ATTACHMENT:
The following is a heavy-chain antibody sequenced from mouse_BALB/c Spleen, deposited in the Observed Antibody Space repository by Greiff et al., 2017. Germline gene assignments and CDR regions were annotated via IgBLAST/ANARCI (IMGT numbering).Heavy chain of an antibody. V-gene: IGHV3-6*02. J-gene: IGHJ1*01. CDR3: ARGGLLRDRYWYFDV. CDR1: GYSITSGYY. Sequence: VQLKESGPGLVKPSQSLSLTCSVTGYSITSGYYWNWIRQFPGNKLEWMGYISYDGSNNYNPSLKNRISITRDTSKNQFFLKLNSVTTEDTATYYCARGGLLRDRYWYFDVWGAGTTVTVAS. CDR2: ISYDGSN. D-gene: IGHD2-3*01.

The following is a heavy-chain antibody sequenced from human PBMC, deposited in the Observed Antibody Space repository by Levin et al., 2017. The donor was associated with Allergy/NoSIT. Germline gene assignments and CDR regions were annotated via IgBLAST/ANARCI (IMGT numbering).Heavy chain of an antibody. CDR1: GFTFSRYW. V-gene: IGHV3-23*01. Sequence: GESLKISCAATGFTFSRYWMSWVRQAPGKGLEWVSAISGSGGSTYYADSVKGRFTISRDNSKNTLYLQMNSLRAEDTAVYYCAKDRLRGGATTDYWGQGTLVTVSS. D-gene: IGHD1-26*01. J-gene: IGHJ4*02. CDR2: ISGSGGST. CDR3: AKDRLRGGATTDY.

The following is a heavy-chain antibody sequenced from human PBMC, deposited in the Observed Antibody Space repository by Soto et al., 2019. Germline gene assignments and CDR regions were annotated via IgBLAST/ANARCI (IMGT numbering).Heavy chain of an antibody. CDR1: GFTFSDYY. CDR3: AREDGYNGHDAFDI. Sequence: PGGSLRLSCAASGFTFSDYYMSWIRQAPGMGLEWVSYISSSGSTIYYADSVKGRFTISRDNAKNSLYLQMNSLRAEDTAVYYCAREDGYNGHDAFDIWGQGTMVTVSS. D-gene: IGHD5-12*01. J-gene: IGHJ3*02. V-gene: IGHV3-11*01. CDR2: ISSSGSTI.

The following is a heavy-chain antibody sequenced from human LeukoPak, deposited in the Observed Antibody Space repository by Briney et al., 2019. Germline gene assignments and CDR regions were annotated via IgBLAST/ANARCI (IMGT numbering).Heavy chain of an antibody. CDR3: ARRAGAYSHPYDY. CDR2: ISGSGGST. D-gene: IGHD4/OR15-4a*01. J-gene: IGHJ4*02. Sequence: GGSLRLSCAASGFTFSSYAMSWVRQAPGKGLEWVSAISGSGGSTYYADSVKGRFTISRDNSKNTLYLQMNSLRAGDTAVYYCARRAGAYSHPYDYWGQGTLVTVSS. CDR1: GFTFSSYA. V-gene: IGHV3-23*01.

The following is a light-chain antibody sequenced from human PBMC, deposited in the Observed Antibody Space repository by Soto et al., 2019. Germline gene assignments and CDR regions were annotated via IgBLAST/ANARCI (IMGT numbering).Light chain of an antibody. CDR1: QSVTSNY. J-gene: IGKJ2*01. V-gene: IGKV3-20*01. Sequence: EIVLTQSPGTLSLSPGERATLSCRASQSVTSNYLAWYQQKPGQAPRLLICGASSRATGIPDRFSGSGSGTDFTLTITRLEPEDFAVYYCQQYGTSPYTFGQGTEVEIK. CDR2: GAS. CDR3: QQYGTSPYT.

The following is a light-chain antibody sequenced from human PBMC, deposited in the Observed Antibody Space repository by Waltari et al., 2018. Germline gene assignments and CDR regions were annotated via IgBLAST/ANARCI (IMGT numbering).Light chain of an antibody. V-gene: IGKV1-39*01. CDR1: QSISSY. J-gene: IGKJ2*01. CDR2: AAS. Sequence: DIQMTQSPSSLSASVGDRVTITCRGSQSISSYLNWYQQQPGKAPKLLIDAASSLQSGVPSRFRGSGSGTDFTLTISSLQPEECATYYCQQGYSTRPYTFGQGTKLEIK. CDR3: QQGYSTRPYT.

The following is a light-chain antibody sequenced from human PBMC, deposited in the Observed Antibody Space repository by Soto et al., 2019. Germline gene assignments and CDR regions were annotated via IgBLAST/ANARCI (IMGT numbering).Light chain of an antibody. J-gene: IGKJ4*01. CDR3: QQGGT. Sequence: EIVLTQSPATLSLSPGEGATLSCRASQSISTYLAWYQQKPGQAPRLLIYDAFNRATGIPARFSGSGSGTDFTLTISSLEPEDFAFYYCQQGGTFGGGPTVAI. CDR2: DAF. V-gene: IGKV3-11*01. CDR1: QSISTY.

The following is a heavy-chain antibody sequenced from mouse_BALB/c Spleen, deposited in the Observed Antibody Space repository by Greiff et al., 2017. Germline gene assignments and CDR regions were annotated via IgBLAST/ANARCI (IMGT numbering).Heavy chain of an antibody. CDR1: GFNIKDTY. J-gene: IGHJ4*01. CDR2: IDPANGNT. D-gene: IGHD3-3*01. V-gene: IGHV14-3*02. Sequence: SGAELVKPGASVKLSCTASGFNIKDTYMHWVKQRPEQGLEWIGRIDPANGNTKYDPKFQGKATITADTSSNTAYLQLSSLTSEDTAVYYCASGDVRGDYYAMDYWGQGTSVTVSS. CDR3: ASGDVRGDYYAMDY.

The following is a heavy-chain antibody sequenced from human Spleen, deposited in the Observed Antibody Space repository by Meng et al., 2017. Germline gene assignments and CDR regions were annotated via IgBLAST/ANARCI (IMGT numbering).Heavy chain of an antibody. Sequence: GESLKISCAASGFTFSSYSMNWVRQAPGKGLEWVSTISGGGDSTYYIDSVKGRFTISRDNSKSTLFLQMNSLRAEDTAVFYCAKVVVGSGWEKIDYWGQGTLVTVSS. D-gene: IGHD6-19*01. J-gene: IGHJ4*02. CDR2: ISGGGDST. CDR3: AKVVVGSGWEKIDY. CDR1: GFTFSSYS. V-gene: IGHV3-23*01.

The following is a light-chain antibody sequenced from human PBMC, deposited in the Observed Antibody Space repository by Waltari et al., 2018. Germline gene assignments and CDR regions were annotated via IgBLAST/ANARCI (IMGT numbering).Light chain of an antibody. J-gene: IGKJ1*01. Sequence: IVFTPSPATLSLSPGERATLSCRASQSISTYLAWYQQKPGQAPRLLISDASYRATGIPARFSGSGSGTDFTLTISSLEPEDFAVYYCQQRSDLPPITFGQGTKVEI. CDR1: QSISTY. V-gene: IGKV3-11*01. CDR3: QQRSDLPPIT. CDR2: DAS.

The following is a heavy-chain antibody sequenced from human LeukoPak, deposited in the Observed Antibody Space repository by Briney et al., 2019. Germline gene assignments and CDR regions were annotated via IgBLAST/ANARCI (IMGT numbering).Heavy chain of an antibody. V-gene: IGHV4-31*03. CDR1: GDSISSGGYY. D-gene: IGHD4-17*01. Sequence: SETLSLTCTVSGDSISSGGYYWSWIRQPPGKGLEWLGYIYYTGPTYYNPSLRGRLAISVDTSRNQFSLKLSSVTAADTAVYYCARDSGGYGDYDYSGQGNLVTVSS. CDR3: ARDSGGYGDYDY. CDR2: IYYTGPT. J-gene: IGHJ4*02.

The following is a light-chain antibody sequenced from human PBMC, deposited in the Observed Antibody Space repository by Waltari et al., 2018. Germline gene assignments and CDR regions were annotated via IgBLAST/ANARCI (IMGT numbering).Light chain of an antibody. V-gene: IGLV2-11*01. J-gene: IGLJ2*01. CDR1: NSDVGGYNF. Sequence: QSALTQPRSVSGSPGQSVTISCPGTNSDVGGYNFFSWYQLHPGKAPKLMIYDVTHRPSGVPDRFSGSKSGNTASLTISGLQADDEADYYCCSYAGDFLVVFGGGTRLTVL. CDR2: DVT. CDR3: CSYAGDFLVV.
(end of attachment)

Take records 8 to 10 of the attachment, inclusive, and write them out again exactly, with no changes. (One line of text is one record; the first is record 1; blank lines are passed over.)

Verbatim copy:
The following is a heavy-chain antibody sequenced from mouse_BALB/c Spleen, deposited in the Observed Antibody Space repository by Greiff et al., 2017. Germline gene assignments and CDR regions were annotated via IgBLAST/ANARCI (IMGT numbering).Heavy chain of an antibody. CDR1: GFNIKDTY. J-gene: IGHJ4*01. CDR2: IDPANGNT. D-gene: IGHD3-3*01. V-gene: IGHV14-3*02. Sequence: SGAELVKPGASVKLSCTASGFNIKDTYMHWVKQRPEQGLEWIGRIDPANGNTKYDPKFQGKATITADTSSNTAYLQLSSLTSEDTAVYYCASGDVRGDYYAMDYWGQGTSVTVSS. CDR3: ASGDVRGDYYAMDY.

The following is a heavy-chain antibody sequenced from human Spleen, deposited in the Observed Antibody Space repository by Meng et al., 2017. Germline gene assignments and CDR regions were annotated via IgBLAST/ANARCI (IMGT numbering).Heavy chain of an antibody. Sequence: GESLKISCAASGFTFSSYSMNWVRQAPGKGLEWVSTISGGGDSTYYIDSVKGRFTISRDNSKSTLFLQMNSLRAEDTAVFYCAKVVVGSGWEKIDYWGQGTLVTVSS. D-gene: IGHD6-19*01. J-gene: IGHJ4*02. CDR2: ISGGGDST. CDR3: AKVVVGSGWEKIDY. CDR1: GFTFSSYS. V-gene: IGHV3-23*01.

The following is a light-chain antibody sequenced from human PBMC, deposited in the Observed Antibody Space repository by Waltari et al., 2018. Germline gene assignments and CDR regions were annotated via IgBLAST/ANARCI (IMGT numbering).Light chain of an antibody. J-gene: IGKJ1*01. Sequence: IVFTPSPATLSLSPGERATLSCRASQSISTYLAWYQQKPGQAPRLLISDASYRATGIPARFSGSGSGTDFTLTISSLEPEDFAVYYCQQRSDLPPITFGQGTKVEI. CDR1: QSISTY. V-gene: IGKV3-11*01. CDR3: QQRSDLPPIT. CDR2: DAS.